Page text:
My college experience was very much “learn as you go” when it came not just to school but to dealing with the issues arising from having muscular dystrophy. During my time in college, I was still walking, although precariously, and starting to have trouble getting up from chairs. During my time I discovered several resources to help me both physically and financially to get through school.
The nice thing about muscular dystrophy is that my brain is not affected by the disorder. So during high school I got good grades, studied when I needed to, participated in many clubs and activities, and eventually was able to secure a few scholarships to help with paying for school. Nowadays it’s much easier to search for scholarships to apply for that match the talents and qualifications of a student. For example there are several scholarships for students with disabilities. There are even scholarships for wheelchair athletes.
I didn’t find out until my sophomore year that vocational rehab would help me pay for some of the incidentals associated with going to college. Although rules may have changed, at the time VR helped me get a computer, pay for books, and even pay for my golf cart rental. This was super helpful.
In general I think the state Vocational Rehabilitation offices can be a great resource for people with disabilities who want to become productive members of society. Even if you are not college aged, it’s never too late to get up and running with a career.
Disability Resource Center
The Stanford DRC was a great hub for me to connect with and become aware of the services I could receive. I was able to communicate my needs, find out what could be done, and I eventually got a job there helping transcribe materials for blind students.
I used the DRC several times during college. First and foremost they helped with residence assignments and act as a liaison between students and the housing office. Next, they are able to help get course rooms moved to more accessible locations. In addition when I was there the DRC provided golf cart rides to temporarily disabled students. So if anything ever went wrong with my golf cart, I could request that they come and pick me up and take me to class.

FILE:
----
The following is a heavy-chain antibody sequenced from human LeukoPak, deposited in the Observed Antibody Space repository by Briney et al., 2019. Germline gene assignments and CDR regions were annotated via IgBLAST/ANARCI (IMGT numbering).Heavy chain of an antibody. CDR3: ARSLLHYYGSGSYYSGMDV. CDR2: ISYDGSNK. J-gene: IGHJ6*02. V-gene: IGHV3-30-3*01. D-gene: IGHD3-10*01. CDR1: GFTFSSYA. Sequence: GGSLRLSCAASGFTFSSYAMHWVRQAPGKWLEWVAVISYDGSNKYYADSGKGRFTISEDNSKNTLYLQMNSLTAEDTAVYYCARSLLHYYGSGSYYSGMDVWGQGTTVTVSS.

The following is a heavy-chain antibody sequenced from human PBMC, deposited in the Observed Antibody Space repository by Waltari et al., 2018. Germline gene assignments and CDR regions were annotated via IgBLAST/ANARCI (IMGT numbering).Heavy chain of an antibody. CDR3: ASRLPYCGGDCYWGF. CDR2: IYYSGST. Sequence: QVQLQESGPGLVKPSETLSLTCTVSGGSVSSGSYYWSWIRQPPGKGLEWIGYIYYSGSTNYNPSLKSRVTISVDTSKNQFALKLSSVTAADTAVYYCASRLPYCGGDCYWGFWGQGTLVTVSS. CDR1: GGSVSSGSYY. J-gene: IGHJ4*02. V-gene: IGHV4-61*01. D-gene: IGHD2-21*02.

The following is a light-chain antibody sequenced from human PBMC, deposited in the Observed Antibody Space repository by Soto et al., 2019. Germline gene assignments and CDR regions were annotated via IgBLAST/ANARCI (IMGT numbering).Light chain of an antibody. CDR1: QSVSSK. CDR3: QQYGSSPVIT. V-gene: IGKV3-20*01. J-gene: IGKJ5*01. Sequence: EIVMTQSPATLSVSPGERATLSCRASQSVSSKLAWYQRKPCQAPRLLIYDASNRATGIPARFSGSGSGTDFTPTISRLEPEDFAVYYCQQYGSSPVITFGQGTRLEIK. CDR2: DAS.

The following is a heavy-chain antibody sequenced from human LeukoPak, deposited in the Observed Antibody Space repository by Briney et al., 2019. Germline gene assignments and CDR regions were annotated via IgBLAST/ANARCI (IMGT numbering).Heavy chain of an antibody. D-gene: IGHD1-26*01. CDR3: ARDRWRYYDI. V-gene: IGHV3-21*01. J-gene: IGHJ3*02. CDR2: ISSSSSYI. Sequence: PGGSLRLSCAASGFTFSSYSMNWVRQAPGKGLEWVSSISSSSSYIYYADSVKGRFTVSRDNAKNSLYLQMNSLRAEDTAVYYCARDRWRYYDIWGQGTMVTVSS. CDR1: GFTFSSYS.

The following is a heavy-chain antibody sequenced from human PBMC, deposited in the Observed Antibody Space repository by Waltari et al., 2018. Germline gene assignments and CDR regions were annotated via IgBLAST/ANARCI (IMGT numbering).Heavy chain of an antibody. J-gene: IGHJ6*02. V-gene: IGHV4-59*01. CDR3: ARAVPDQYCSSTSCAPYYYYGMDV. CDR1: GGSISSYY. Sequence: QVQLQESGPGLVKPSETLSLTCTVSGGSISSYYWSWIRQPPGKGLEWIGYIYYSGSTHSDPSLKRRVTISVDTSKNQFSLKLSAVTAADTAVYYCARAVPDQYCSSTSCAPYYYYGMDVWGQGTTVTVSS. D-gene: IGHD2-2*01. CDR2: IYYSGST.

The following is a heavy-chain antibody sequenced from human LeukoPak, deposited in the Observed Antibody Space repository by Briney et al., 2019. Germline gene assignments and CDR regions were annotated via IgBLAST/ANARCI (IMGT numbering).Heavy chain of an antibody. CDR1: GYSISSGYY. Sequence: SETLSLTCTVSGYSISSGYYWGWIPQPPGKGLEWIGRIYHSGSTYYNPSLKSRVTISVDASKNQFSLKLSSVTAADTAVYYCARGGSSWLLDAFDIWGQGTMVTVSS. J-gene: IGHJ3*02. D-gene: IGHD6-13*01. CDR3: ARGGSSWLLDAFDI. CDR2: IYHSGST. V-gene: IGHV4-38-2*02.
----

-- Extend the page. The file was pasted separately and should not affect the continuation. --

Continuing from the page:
Other Disabled Students
I also was able to learn from other disabled students the ins and outs of dealing with college. For example, the blind student that called and talked to my mom also talked to me on the phone before I chose Stanford and I was able to ask a lot of questions. During my freshman year I was able to talk to a couple other students and find out where the best places to live were. One other student who was at school at the same time as me also motivated me tremendously. I never did meet him, but he lived down the hall from a friend of mine. He apparently had a very severe disability and needed round-the-clock care. Nevertheless he was going to Stanford! I knew if he could do it that I would be okay
RAs are older students who usually live in the dorms and act as the authority figure on the floor. Although they’re only a few years older, they have a ton more experience with college. Mine was a great resource just to bounce questions off about classes and things to do. I didn’t necessarily leverage her opinion on disability needs but nevertheless my freshman RA was super helpful.
Resources are available no matter what the college or university, so sometimes it takes a little digging to find exactly what you need. The Internet is so helpful for this too and can make lining up resources much easier than it used to be. For example, the University of Washington has a great page summarizing many of the above and other resources for students with disabilities who want to attend college.